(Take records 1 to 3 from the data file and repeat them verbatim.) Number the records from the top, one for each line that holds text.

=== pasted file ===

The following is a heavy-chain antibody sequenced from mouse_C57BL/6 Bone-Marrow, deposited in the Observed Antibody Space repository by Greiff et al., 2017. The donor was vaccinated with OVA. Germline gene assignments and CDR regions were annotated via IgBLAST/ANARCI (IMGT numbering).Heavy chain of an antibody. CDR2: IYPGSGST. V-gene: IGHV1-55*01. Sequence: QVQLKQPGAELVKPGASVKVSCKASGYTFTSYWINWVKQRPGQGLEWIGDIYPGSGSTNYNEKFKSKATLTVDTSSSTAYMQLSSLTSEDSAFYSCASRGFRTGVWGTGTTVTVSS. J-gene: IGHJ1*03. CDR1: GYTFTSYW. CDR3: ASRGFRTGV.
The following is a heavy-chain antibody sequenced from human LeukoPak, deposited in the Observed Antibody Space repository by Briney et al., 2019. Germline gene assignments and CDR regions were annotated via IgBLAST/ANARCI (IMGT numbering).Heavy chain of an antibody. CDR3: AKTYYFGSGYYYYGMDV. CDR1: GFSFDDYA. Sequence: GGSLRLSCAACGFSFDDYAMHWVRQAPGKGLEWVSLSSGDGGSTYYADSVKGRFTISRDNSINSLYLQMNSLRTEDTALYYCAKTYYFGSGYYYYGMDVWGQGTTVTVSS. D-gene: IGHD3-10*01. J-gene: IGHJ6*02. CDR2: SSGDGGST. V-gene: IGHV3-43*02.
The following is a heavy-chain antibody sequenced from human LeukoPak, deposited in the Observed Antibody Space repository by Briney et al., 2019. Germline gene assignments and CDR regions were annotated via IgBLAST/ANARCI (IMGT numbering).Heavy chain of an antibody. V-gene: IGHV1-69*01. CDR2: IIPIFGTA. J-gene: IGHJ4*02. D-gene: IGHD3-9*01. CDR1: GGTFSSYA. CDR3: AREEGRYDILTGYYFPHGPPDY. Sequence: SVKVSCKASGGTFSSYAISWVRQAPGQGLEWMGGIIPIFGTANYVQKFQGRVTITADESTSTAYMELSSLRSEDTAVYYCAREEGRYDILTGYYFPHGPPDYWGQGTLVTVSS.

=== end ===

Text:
The following is a heavy-chain antibody sequenced from mouse_C57BL/6 Bone-Marrow, deposited in the Observed Antibody Space repository by Greiff et al., 2017. The donor was vaccinated with OVA. Germline gene assignments and CDR regions were annotated via IgBLAST/ANARCI (IMGT numbering).Heavy chain of an antibody. CDR2: IYPGSGST. V-gene: IGHV1-55*01. Sequence: QVQLKQPGAELVKPGASVKVSCKASGYTFTSYWINWVKQRPGQGLEWIGDIYPGSGSTNYNEKFKSKATLTVDTSSSTAYMQLSSLTSEDSAFYSCASRGFRTGVWGTGTTVTVSS. J-gene: IGHJ1*03. CDR1: GYTFTSYW. CDR3: ASRGFRTGV.
The following is a heavy-chain antibody sequenced from human LeukoPak, deposited in the Observed Antibody Space repository by Briney et al., 2019. Germline gene assignments and CDR regions were annotated via IgBLAST/ANARCI (IMGT numbering).Heavy chain of an antibody. CDR3: AKTYYFGSGYYYYGMDV. CDR1: GFSFDDYA. Sequence: GGSLRLSCAACGFSFDDYAMHWVRQAPGKGLEWVSLSSGDGGSTYYADSVKGRFTISRDNSINSLYLQMNSLRTEDTALYYCAKTYYFGSGYYYYGMDVWGQGTTVTVSS. D-gene: IGHD3-10*01. J-gene: IGHJ6*02. CDR2: SSGDGGST. V-gene: IGHV3-43*02.
The following is a heavy-chain antibody sequenced from human LeukoPak, deposited in the Observed Antibody Space repository by Briney et al., 2019. Germline gene assignments and CDR regions were annotated via IgBLAST/ANARCI (IMGT numbering).Heavy chain of an antibody. V-gene: IGHV1-69*01. CDR2: IIPIFGTA. J-gene: IGHJ4*02. D-gene: IGHD3-9*01. CDR1: GGTFSSYA. CDR3: AREEGRYDILTGYYFPHGPPDY. Sequence: SVKVSCKASGGTFSSYAISWVRQAPGQGLEWMGGIIPIFGTANYVQKFQGRVTITADESTSTAYMELSSLRSEDTAVYYCAREEGRYDILTGYYFPHGPPDYWGQGTLVTVSS.